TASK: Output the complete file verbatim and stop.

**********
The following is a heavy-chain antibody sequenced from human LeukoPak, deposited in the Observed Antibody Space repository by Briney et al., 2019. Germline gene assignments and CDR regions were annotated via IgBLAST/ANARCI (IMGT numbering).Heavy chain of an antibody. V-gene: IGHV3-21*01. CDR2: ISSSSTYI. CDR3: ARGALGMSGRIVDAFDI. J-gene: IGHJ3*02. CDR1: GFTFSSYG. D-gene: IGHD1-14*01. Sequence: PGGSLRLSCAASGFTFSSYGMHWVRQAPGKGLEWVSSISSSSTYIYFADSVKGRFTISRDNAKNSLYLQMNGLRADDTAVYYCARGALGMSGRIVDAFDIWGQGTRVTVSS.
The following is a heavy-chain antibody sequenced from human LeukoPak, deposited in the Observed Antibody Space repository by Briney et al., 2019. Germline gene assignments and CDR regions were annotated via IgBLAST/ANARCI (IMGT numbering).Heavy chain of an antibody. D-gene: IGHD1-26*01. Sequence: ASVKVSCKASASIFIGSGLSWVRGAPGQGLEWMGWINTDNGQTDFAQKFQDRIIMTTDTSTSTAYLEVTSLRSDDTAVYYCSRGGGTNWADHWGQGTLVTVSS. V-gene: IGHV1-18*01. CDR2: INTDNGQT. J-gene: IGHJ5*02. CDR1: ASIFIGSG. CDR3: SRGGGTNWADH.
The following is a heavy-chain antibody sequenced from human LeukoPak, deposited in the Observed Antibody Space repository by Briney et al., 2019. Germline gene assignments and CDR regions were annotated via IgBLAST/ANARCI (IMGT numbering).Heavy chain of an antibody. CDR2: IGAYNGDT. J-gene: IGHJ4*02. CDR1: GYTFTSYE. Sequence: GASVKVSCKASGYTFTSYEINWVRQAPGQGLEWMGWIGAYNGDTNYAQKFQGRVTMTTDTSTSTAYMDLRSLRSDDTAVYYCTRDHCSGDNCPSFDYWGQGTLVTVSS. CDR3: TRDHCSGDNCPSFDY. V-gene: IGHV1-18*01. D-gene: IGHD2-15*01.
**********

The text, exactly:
The following is a heavy-chain antibody sequenced from human LeukoPak, deposited in the Observed Antibody Space repository by Briney et al., 2019. Germline gene assignments and CDR regions were annotated via IgBLAST/ANARCI (IMGT numbering).Heavy chain of an antibody. V-gene: IGHV3-21*01. CDR2: ISSSSTYI. CDR3: ARGALGMSGRIVDAFDI. J-gene: IGHJ3*02. CDR1: GFTFSSYG. D-gene: IGHD1-14*01. Sequence: PGGSLRLSCAASGFTFSSYGMHWVRQAPGKGLEWVSSISSSSTYIYFADSVKGRFTISRDNAKNSLYLQMNGLRADDTAVYYCARGALGMSGRIVDAFDIWGQGTRVTVSS.
The following is a heavy-chain antibody sequenced from human LeukoPak, deposited in the Observed Antibody Space repository by Briney et al., 2019. Germline gene assignments and CDR regions were annotated via IgBLAST/ANARCI (IMGT numbering).Heavy chain of an antibody. D-gene: IGHD1-26*01. Sequence: ASVKVSCKASASIFIGSGLSWVRGAPGQGLEWMGWINTDNGQTDFAQKFQDRIIMTTDTSTSTAYLEVTSLRSDDTAVYYCSRGGGTNWADHWGQGTLVTVSS. V-gene: IGHV1-18*01. CDR2: INTDNGQT. J-gene: IGHJ5*02. CDR1: ASIFIGSG. CDR3: SRGGGTNWADH.
The following is a heavy-chain antibody sequenced from human LeukoPak, deposited in the Observed Antibody Space repository by Briney et al., 2019. Germline gene assignments and CDR regions were annotated via IgBLAST/ANARCI (IMGT numbering).Heavy chain of an antibody. CDR2: IGAYNGDT. J-gene: IGHJ4*02. CDR1: GYTFTSYE. Sequence: GASVKVSCKASGYTFTSYEINWVRQAPGQGLEWMGWIGAYNGDTNYAQKFQGRVTMTTDTSTSTAYMDLRSLRSDDTAVYYCTRDHCSGDNCPSFDYWGQGTLVTVSS. CDR3: TRDHCSGDNCPSFDY. V-gene: IGHV1-18*01. D-gene: IGHD2-15*01.